Introduction

This guide shows how to build statically-linked Win32 XSD compiler with GCC-MinGW toolchain using the MSYS shell environment. The resulting binary is self-sufficient and can be used on other Win32 machines without installing MinGW or copying any DLLs. The generated code can be compiled with other C++ compilers (e.g., Visual C++). The XSD runtime is a header-only library and does not need to be built. If you run into problems while following these instructions feel free to ask for help on the xsd-users mailing list.

MinGW/MSYS

To build XSD on Windows you need a working MinGW/MSYS environment. MinGW-w64 is recommended. Particularly, make sure you have a working C++ compiler (GNU g++), GNU make, and GNU m4.

Xerces-C++

Download the latest Xerces-C++ source release from the Xerces-C++ download page. Then follow these build instructions:

$ cd
$ gzip -dc xerces-c-3.1.1.tar.gz | tar x
$ cd xerces-c-3.1.1
$ ./configure --disable-threads --disable-network \
--enable-transcoder-windows --disable-shared \
CXXFLAGS=-O2 CFLAGS=-O2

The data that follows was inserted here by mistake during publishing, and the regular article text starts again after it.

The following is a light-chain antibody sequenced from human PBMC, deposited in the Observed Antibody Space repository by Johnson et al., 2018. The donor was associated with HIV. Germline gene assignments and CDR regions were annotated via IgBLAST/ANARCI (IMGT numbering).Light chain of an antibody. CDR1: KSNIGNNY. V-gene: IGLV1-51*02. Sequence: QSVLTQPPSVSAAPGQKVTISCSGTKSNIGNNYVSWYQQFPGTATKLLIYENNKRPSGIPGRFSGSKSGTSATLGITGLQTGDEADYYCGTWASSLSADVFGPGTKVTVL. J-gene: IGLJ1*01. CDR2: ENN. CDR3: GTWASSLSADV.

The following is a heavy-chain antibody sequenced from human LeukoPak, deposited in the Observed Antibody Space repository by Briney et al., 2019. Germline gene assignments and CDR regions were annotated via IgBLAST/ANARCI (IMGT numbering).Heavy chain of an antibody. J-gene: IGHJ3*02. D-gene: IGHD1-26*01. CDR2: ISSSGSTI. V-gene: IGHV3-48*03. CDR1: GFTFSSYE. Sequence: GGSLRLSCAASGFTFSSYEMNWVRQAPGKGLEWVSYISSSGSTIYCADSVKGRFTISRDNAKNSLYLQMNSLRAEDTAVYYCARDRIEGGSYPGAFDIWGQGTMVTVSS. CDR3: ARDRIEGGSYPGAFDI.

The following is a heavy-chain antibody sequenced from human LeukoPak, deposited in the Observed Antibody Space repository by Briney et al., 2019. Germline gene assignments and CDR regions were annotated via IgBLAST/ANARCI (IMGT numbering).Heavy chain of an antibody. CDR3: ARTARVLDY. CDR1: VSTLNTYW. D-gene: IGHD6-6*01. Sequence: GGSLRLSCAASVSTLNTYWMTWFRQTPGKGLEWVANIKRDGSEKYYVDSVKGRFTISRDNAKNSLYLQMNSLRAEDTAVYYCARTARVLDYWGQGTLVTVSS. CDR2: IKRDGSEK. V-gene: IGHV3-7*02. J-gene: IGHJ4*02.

$ cd src
$ make
  

All-In-One Package

Starting with XSD 3.2.0 we provide a source package, called xsd+dep-x.y.z.tar.bz2, which contains pre-configured XSD source code as well as all its dependencies except Xerces-C++. This package can be used to build the XSD compiler in non-interactive mode. This is the easy and recommended way to build XSD. The package can be downloaded from the XSD project page. The README file inside provides further instructions. Given the above Xerces-C++ build, the XSD build steps would look like this:

$ cd
$ bzip -d xsd+dep-4.0.0.tar.bz2
$ tar xf xsd+dep-4.0.0.tar
$ cd xsd+dep-4.0.0
$ make CPPFLAGS=-I../xerces-c-3.1.1/src \
LDFLAGS="-static -L../xerces-c-3.1.1/src/.libs"
$ ./xsd/xsd --version